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starbucks4ever (79.83)

That's Orwellian



August 10, 2009 – Comments (9)

The Treasury chief has just made a remarkable statement about raising the cap on federal debt: ā€œIt is critically important that Congress act before the limit is reached so that citizens and investors here and around the world can remain confident that the United States will always meet its obligations.ā€"

Here, the top official in the ministry of Plenty is speaking the language commonly used by the Ministry of Truth. In plain Newspeak, he is saying that if Congress votes tomorrow to increase its credit card balance from $12.1 trillion to, say, $15.1 trillion, that move should inspire its bankers with confidence and prompt them to raise the Congress's FICO score. One can only wonder how come this financial alchemy doesn't seem to be working for the other credit card addicts who now have their credit lines cut and see their FICO scores plunge to the 600s. Official statements are rapidly becoming more and more counterintuitive and difficult to decipher without the application of doublethink.

9 Comments ā€“ Post Your Own

#1) On August 10, 2009 at 11:03 AM, Tacomatight (61.68) wrote:

I think your post is vanilla but I give you huge props for bringing back 1984. One big rec. from one prole to another.

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#2) On August 10, 2009 at 11:16 AM, russiangambit (28.67) wrote:

The hearings in Congress should be of great entertainment value. I can't wait.

Or, and FED is supposedely not going to buy anymore Treasuries so now they need to find other suckers for the US debt. Also, can't wait.

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#3) On August 10, 2009 at 11:28 AM, leohaas (30.08) wrote:

Yeah, yeah, yeah.

Keep on comparing what the Federal Government does with the behavior of an individual citizen. You might as well have argued that grass is green; a true statement, but just as applicable to Goverment financing as credit card balances and FICO scores!

Time for Macroeconomics 101?

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#4) On August 10, 2009 at 12:02 PM, starbucks4ever (79.83) wrote:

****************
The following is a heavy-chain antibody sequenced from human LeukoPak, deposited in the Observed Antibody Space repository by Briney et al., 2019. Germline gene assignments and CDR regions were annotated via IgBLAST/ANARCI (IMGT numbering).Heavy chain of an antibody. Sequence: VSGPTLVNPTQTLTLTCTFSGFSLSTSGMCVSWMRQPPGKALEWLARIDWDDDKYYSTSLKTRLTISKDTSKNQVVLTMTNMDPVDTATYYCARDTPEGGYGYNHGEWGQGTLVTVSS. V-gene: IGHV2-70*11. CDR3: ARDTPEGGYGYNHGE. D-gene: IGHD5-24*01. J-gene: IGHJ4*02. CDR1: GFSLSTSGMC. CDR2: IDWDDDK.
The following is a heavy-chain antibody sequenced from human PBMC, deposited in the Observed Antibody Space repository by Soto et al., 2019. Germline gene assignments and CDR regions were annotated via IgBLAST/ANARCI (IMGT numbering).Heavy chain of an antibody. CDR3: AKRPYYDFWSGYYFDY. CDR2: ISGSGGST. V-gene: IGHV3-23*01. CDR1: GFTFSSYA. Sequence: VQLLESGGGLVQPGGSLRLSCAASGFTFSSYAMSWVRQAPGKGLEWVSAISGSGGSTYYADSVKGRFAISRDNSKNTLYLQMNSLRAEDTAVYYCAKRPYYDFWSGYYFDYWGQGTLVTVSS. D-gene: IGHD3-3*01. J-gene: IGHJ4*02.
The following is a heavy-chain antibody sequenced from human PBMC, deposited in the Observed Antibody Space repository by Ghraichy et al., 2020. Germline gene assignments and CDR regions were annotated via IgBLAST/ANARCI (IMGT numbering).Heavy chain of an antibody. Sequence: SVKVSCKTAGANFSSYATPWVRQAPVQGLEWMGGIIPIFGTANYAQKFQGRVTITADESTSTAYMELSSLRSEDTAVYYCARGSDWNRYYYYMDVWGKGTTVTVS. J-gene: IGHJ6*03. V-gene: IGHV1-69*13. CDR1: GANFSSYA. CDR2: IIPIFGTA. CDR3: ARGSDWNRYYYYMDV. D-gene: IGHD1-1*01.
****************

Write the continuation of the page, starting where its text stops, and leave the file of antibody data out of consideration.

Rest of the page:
I am willing to bet the Fed will buy plenty of treasuries. And I'm not going short here, not for the world. At this rate we'll all be dollar millionnaires by 2019.


Just one short question. Did Geitner's announcement really make you more confident that the United States will always meet its obligations? 

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#5) On August 10, 2009 at 12:23 PM, catoismymotor (< 20) wrote:

I will not rest until I am referred to as *Beloved Leader*.


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#6) On August 10, 2009 at 3:59 PM, leohaas (30.08) wrote:

Yes, I remain confident in the great US of A! My money is where my mouth is (long TIPS).

It is indeed "critically important that Congress act" like Mr. Geitner announced. The stimulus-driven recovery of the economy depends on it. Again, macroeconomics 101.

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#7) On August 10, 2009 at 4:16 PM, starbucks4ever (79.83) wrote:

leonhaas, don't you think that TIPS are a little overpriced? How much do they pay above the rate of inflation at current yields? Something like minus 1.25%? Also, do you know how they compute inflation indexes? Hedonically adjusted imputed rents and all that stuff, no doubt?

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#8) On August 10, 2009 at 4:37 PM, DaretothREdux (48.20) wrote:


nevermind. it's not worth it. you'll'll learn...keep putting your faith in Keynesian macroecnomics...after all it's only been proven wrong 3-4 times since he started writing...


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#9) On August 17, 2009 at 4:20 PM, Londamania (48.28) wrote:

This is very bad.  The last thing we can afford to do is raise the debt ceiling.  We need to start a decade long program of lowering it at every opportunity.
The scariest thing about this to me is that unlike most here I think we have some pretty smart people running the government now adays...smarter than most of the posters anyways :)  If they are being forced into this it is not a good situation.

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